Israeli leaders meet with leaders of Eastern faith traditions

Working to strengthen Israel-Asia ties the Prime Minister Benjamin Netanyahu and President Reuven Rivlin met with spiritual leaders from the East.

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September 12, 2016 20:55
3 minute read.
Prime Minister Benjamin Netanyahu

Prime Minister Benjamin Netanyahu meets with meet with leaders of Eastern faith traditions. (photo credit: HAIM ZACH/GPO)

 
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A delegation that included Hindu gurus, Buddhist monks and Shinto priests met with Prime Minister Benjamin Netanyahu and President Reuven Rivlin on Tuesday on the first day of a Jerusalem conference designed to deepen Israel-Asia ties.

Swami Avdheshanand Giri from India, a guru who heads thousands of ashrams across India, said at the President’s Residence that in coming to Jerusalem he felt the good vibrations rising from “the land of opportunity and wisdom, which has given birth to great religions.”

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It was important to “engage with young people who are straying away from traditional values,” Giri said.

Despite differences, “we must learn to live together to establish peace and harmony in the world.”

The conference is organized by the Foreign Ministry in an effort to intensify Israel’s conversation with East Asian countries and to extend relationships to a level beyond diplomatic and business spheres. It was arranged in partnership with the American Jewish Committee and the World Council of Religious Leaders.

That both Netanyahu and Rivlin met with the group is an indication of the importance Israel’s leadership attributes to deepening relations with East Asia.

The delegation, which includes some of the most influential leaders in the faith traditions of the East – Hindu, Buddhist, Sikh, Shinto, Jain and Taoist – is holding discussions with a variety of Israeli rabbis and academics.



Akiva Tor, head of the Bureau for World Jewish Affairs and World Religions in the Foreign Ministry, introduced the group to Rivlin. He said the Eastern faith traditions, the Jewish religion, and the State of Israel have all long enjoyed a deep fascination and profound mutual curiosity about each other.

Noting the antiquity of the faiths represented, Rivlin first voiced greetings in Arabic to the Muslim communities in Israel and throughout the world who are celebrating the festival of Id al-Adha.

“Thousands of years ago, two great cultural and religious traditions were born,” he said. “One tradition began here. It gave birth to Judaism and later to Christianity and Islam, and it shapes until this day the ideas and values of a huge part of the entire world.”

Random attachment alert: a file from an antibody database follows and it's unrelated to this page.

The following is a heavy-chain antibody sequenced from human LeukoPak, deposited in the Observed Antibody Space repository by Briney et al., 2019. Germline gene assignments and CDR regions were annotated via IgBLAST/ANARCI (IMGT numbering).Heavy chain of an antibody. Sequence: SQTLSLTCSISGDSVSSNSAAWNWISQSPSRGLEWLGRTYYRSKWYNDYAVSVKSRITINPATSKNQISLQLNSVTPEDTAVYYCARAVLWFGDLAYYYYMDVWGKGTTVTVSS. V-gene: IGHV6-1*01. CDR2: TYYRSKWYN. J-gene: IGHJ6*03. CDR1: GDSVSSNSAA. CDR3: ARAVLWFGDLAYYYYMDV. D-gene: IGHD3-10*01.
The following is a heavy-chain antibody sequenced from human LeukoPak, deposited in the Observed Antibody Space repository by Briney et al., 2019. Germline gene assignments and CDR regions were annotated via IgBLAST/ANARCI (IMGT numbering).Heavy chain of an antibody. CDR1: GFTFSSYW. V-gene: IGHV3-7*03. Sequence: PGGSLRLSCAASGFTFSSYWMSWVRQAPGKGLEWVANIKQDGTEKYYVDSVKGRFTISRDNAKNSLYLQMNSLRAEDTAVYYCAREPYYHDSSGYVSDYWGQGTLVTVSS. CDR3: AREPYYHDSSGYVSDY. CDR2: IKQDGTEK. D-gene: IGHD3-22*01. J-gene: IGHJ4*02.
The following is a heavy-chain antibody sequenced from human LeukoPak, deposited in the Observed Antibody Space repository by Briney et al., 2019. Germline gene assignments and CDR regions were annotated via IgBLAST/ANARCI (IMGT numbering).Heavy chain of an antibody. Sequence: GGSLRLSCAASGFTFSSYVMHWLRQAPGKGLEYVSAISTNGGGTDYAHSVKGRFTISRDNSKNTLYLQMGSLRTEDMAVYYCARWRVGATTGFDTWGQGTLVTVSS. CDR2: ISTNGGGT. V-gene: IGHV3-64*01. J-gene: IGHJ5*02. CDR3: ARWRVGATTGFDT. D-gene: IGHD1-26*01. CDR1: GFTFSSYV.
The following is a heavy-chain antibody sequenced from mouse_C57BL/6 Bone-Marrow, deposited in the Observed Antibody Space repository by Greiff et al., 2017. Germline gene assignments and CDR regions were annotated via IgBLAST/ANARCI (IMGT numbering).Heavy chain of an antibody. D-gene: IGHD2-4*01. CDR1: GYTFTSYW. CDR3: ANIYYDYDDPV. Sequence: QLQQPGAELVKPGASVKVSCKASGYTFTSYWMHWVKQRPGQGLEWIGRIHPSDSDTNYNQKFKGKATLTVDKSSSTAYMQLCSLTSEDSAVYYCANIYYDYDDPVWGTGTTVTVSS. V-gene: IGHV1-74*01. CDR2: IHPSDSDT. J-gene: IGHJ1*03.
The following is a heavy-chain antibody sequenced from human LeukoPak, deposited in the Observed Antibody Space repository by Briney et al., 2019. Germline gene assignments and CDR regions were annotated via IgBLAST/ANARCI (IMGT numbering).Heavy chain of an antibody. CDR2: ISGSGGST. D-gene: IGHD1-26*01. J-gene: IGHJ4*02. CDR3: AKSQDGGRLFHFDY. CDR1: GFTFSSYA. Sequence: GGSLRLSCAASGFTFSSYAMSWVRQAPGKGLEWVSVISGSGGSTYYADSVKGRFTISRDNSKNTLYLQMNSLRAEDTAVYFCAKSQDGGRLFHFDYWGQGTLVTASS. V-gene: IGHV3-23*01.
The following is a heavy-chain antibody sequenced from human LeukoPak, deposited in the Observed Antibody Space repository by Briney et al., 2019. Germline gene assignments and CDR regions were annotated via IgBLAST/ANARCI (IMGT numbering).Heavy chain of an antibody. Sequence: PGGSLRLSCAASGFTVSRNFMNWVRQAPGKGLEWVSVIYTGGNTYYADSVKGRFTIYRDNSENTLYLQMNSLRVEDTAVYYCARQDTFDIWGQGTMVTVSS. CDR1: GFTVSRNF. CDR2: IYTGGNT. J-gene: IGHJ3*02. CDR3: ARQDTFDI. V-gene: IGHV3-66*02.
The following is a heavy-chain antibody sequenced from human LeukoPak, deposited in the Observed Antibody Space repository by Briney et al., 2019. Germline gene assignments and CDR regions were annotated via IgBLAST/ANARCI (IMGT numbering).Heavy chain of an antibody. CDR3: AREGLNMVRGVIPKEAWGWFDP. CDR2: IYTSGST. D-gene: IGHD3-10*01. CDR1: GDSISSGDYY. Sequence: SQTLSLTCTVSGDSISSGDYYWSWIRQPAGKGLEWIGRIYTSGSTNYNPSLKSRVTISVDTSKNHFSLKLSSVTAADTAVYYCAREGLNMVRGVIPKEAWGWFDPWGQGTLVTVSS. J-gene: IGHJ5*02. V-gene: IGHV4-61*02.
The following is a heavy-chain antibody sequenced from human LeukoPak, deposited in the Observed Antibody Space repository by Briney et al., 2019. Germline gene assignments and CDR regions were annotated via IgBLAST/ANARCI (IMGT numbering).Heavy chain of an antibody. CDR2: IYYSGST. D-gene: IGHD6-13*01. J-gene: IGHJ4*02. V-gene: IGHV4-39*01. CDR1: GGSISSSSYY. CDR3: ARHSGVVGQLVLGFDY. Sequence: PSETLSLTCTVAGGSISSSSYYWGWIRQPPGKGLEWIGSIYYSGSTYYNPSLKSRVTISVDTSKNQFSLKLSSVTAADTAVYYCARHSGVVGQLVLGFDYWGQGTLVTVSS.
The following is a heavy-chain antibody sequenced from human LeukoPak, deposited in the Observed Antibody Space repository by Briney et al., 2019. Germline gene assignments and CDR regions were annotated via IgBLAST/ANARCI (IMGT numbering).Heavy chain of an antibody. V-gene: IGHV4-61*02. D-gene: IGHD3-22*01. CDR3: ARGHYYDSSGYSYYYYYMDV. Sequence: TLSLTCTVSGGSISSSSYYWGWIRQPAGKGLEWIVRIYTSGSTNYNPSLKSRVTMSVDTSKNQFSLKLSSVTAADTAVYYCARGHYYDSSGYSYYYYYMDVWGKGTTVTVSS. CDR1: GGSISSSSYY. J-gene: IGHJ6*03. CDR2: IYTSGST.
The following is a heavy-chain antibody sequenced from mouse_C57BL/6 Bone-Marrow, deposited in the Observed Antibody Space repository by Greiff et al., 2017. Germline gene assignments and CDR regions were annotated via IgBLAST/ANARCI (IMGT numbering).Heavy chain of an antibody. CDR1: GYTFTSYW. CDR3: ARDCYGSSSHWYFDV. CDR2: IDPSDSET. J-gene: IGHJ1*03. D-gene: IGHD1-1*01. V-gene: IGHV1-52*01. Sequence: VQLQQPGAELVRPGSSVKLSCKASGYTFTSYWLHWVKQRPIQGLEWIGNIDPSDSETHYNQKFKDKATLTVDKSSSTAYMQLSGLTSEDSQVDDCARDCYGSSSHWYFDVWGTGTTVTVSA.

Rivlin turned next to the Eastern faiths.

“The other spiritual tradition, no less deep and meaningful, began in what we call the East and the Far East,” he said. “For many years, the interaction between our traditions hardly existed, but with the exile of Jews to Babylon and the old land where Abraham was born, Jews met again with branches of the Eastern spiritual tradition.”

Moving forward in time, Rivlin said, “As the world becomes smaller, problems that were once local and limited are now everyone’s problem. Sometimes these problems have a human face.”

Referring to the previous day’s grim reminder, he said the September 11 disaster in the United States was “created directly by a distorted religious belief.”

At other times, Rivlin continued, these problems do not have faces, but are caused by humans. He cited global warming and other pressing environmental issues.

“We must face these problems together and we can face these problems together,” he said.

“Our traditions have much in common,” Rivlin said. “We all share a deep concern for human life and dignity. We all believe that this planet does not belong to us, but that we belong to it, and we must take good care of it.”

In this context Rivlin pointed to the groundbreaking environmental agreement signed between the US and China a week ago, which he characterized as “another link in this growing and important chain of cooperation.”

Rivlin asked his guests to join him in praying for a better and healthier world and for a peaceful and tolerant global society.

Xue Cheng, a Buddhist monk who is a member of the National Committee of the Chinese People’s Political Consultative Conference, expressed gratitude on behalf of all Buddhists for being able to participate in the conference.

There are five major religions in China: Buddhism, Taoism, Christianity, Islam and Confucianism, he said, “and all five emphasize peace, compassion and freedom.” In order to have a peaceful world, he said, “we must make mutual respect and understanding a goal.”

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